The current online issue of the National Catholic Reporter has an interesting article titled, “Vatican II priests still embrace council's model despite reversals.”
It previews a forthcoming (April 2012) study from Georgetown’s Center for Applied Research in the Apostolate (CARA) study called “Same Call, Different Men: The Evolution of the Priesthood since Vatican II,” which looks at the difference between priests who were born between 1943 and 1960 (i.e., roughly during the Baby Boom) and those born before or after that period.
It terms the Baby Boomers as “Vatican II” priests. Others call them Gaudium et Spes priests, after the conciliar document whose English title is “Joy and Hope” or the better known “Constitution on the Church in the Modern World.” They desire dialogue on what the Church says are closed issues (e.g., women’s ordination, clerical celibacy, contraception, etc.). They want ecumenism, but one that minimizes rather than tries to resolve sticky differences. They also want more ecclesial involvement in some modern issues that have not typically fallen under the Church’s main competency, which is to save souls.
For instance, the National Catholic Reporter characterized the perspective of one such priest from Australia as wanting the Church to focus on “global involvement in issues from social justice and technology to economics and ecumenism.”[i] Such clerics also tend to be relativistic and not much different than many social libertarians in their approach to sexuality. Perhaps most tellingly, they claim to value dialogue and discussion. As an example of this, the Reporter quotes the aforementioned Australian priest as saying, “Priestly celibacy, despite being highly contentious, was reasserted by Paul VI in 1967 without discussion.”[ii]
Look at the issue of dialogue and discussion from another perspective, however.
The conciliar records and actual documents clearly show that the desire of Council Fathers was that some vernacular be allowed into the Mass. Furthermore, Gregorian chant was to have pride of place in the liturgy. When Paul VI promulgated the revised Roman rite in 1969, what we now call the extraordinary form of the Mass—that is the form of the Mass that had more or less existed in the same form since Pope St. Gregory the Great (590-604) —was suppressed, and Latin was almost nowhere to be found on Sundays.
As for Gregorian chant, it disappeared so quickly and so ubiquitously, that Paul VI had a letter sent to every bishop in the world on his half called Jubilate Deo, which contained sheet music for congregations so they could sing the plain chant versions of prayers like the Gloria, Sanctus, Our Father, and Agnus Dei. That letter was effectively dead on arrival. It certainly didn’t have the impact the Pope desired for it. Instead, guitar music reigned unabated.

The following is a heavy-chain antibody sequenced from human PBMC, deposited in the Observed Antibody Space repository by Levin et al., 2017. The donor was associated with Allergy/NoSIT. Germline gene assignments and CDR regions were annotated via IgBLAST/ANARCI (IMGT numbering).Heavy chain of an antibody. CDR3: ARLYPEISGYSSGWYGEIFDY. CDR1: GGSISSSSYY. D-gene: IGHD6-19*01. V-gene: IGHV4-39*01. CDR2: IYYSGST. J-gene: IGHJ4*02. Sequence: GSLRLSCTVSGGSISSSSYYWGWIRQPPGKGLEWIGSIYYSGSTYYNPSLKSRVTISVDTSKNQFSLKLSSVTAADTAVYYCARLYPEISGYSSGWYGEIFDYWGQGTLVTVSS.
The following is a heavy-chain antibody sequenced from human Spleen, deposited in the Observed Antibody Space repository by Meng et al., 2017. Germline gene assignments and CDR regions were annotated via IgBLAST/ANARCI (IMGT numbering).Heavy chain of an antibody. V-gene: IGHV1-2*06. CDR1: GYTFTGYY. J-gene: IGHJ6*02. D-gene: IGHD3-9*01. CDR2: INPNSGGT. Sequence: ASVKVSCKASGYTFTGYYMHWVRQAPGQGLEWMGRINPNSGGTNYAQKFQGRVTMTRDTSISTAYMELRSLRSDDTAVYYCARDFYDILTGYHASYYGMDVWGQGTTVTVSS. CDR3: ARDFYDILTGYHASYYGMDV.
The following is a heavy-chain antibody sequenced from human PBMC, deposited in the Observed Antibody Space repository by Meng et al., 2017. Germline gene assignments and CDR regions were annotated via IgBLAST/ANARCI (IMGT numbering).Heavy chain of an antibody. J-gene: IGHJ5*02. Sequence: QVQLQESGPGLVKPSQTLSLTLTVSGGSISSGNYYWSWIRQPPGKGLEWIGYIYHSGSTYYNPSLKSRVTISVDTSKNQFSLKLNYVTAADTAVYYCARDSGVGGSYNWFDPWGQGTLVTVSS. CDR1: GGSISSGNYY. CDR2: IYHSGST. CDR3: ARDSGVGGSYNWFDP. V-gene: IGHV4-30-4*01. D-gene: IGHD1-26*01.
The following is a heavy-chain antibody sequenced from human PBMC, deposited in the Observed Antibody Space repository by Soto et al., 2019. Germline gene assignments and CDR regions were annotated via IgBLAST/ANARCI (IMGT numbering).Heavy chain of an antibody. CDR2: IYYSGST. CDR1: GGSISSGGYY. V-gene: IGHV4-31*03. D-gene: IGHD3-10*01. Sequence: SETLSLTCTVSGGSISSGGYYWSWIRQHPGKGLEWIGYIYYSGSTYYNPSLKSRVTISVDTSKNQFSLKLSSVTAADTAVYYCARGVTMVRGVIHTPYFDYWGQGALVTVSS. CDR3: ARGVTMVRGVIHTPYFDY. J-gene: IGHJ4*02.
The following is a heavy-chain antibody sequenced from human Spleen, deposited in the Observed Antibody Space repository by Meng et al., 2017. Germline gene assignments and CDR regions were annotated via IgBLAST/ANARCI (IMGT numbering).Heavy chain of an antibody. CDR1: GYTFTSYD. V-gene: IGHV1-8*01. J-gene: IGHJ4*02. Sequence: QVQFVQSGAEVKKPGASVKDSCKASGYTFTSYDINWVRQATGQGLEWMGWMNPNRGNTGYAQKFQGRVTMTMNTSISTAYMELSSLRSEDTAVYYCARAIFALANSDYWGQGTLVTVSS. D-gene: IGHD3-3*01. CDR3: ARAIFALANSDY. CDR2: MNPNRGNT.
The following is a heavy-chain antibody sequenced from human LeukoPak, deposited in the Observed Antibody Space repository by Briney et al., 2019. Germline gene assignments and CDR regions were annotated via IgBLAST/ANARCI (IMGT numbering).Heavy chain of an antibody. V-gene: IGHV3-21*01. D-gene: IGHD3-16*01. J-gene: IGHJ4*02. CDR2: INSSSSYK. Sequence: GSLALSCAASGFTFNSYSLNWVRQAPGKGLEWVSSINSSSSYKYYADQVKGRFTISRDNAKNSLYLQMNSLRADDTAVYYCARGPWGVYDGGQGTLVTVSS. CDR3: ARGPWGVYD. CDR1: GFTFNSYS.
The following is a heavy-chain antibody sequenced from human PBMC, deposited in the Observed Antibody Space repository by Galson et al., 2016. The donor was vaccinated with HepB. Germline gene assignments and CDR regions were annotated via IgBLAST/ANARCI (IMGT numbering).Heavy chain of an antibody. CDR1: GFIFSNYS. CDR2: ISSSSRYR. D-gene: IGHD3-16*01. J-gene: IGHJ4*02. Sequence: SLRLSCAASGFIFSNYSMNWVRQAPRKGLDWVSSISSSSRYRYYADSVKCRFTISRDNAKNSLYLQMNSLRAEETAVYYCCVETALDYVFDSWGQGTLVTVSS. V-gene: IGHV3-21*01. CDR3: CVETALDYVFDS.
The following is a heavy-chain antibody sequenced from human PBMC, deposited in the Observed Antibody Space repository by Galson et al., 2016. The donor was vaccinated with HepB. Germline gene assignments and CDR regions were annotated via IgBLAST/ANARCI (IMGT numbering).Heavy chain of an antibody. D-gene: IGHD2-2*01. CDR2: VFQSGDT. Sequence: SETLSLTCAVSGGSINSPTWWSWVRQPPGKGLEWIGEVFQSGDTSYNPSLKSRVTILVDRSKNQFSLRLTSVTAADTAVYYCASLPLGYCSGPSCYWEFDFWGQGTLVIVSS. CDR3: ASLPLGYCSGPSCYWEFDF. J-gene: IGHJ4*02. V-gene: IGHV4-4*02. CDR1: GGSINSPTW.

Then consider the issue of altar girls. Over the course of Church history, three popes—St. Gelasius (492-496), Innocent IV (1243-54), and Benedict XIV (1740-58)—all had condemned and forbade the practice.[iii]
Furthermore, two post-conciliar instructions, Liturgicae Instaurationes (1970) and Inaestimabile Donum (1980) also declared the service of women at the altar to be illicit. Reports conflict, but some even say Bl. John Paul II had promised Bl. Mother Teresa of Kolkata he would never allow altar girls during his pontificate.
So let me ask: Where was the dialogue and discussion on any of these issues? The late Bishop Ray Lucker of New Ulm, MN (may God rest his soul), arguably the most liberal bishop the United States has ever had, considered people attached to the extraordinary form of the Mass (i.e., the traditional Latin Mass) to be dissenters. And yet all these people simply wanted was to worship in the same way as their ancestors and the saints had for centuries.
Therefore, would it be fair to ask that just as those who cry for tolerance today are often the most intolerant, are the people who shout most for dialogue and discussion those who want it least when that works to their favor?
 Instructions are Vatican documents that can define or clarify something (e.g., the will of Council Fathers) or provide a correction to certain errors that have begun to crop up.
[i] “Vatican II priests still embrace council's model despite reversals,” by Dan Morris-Young, National Catholic Reporter, March 12, 2012
[iii] Respectively, the 9th Letter to the Bishops of Lucania, Brutia, and Sicily, Ch. 26; Letter to the Bishop of Tusculum; and Etsi Pastoralis, VI:21, a papal bull issued in 1742.